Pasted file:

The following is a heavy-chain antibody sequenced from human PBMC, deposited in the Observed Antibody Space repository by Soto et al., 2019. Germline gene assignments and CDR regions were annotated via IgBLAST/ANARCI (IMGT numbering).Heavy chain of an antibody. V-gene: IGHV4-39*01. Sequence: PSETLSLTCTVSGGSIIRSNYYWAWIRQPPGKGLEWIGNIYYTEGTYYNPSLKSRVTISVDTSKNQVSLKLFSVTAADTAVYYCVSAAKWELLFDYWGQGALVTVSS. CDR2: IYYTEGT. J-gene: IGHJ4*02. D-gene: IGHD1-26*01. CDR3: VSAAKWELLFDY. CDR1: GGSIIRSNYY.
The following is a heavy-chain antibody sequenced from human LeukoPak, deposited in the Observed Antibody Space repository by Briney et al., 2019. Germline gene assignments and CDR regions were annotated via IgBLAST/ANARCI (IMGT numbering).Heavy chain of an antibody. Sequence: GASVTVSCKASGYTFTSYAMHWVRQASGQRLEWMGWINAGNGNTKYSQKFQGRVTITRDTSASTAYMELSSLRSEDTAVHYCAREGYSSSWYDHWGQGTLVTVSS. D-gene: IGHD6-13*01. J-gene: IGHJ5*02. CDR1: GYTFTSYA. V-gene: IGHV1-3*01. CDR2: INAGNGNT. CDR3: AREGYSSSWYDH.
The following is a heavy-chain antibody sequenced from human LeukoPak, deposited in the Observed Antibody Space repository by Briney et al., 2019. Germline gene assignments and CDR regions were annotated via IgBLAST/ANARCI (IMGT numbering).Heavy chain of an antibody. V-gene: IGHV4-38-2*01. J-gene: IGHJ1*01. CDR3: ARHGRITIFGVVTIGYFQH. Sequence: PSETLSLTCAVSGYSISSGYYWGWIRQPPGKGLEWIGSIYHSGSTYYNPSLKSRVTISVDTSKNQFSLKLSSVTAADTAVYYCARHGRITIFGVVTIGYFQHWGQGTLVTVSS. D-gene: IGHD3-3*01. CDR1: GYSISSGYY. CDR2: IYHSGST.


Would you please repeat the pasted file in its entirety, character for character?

The following is a heavy-chain antibody sequenced from human PBMC, deposited in the Observed Antibody Space repository by Soto et al., 2019. Germline gene assignments and CDR regions were annotated via IgBLAST/ANARCI (IMGT numbering).Heavy chain of an antibody. V-gene: IGHV4-39*01. Sequence: PSETLSLTCTVSGGSIIRSNYYWAWIRQPPGKGLEWIGNIYYTEGTYYNPSLKSRVTISVDTSKNQVSLKLFSVTAADTAVYYCVSAAKWELLFDYWGQGALVTVSS. CDR2: IYYTEGT. J-gene: IGHJ4*02. D-gene: IGHD1-26*01. CDR3: VSAAKWELLFDY. CDR1: GGSIIRSNYY.
The following is a heavy-chain antibody sequenced from human LeukoPak, deposited in the Observed Antibody Space repository by Briney et al., 2019. Germline gene assignments and CDR regions were annotated via IgBLAST/ANARCI (IMGT numbering).Heavy chain of an antibody. Sequence: GASVTVSCKASGYTFTSYAMHWVRQASGQRLEWMGWINAGNGNTKYSQKFQGRVTITRDTSASTAYMELSSLRSEDTAVHYCAREGYSSSWYDHWGQGTLVTVSS. D-gene: IGHD6-13*01. J-gene: IGHJ5*02. CDR1: GYTFTSYA. V-gene: IGHV1-3*01. CDR2: INAGNGNT. CDR3: AREGYSSSWYDH.
The following is a heavy-chain antibody sequenced from human LeukoPak, deposited in the Observed Antibody Space repository by Briney et al., 2019. Germline gene assignments and CDR regions were annotated via IgBLAST/ANARCI (IMGT numbering).Heavy chain of an antibody. V-gene: IGHV4-38-2*01. J-gene: IGHJ1*01. CDR3: ARHGRITIFGVVTIGYFQH. Sequence: PSETLSLTCAVSGYSISSGYYWGWIRQPPGKGLEWIGSIYHSGSTYYNPSLKSRVTISVDTSKNQFSLKLSSVTAADTAVYYCARHGRITIFGVVTIGYFQHWGQGTLVTVSS. D-gene: IGHD3-3*01. CDR1: GYSISSGYY. CDR2: IYHSGST.